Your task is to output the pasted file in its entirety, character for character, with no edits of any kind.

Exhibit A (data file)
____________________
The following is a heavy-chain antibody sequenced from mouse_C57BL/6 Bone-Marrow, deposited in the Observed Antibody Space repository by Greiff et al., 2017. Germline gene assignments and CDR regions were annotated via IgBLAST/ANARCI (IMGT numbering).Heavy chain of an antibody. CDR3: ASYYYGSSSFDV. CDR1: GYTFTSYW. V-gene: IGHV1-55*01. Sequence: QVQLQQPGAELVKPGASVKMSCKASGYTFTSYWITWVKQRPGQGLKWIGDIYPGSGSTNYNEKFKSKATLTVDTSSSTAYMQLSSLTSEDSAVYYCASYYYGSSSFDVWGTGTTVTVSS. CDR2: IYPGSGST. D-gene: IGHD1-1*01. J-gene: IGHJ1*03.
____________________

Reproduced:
The following is a heavy-chain antibody sequenced from mouse_C57BL/6 Bone-Marrow, deposited in the Observed Antibody Space repository by Greiff et al., 2017. Germline gene assignments and CDR regions were annotated via IgBLAST/ANARCI (IMGT numbering).Heavy chain of an antibody. CDR3: ASYYYGSSSFDV. CDR1: GYTFTSYW. V-gene: IGHV1-55*01. Sequence: QVQLQQPGAELVKPGASVKMSCKASGYTFTSYWITWVKQRPGQGLKWIGDIYPGSGSTNYNEKFKSKATLTVDTSSSTAYMQLSSLTSEDSAVYYCASYYYGSSSFDVWGTGTTVTVSS. CDR2: IYPGSGST. D-gene: IGHD1-1*01. J-gene: IGHJ1*03.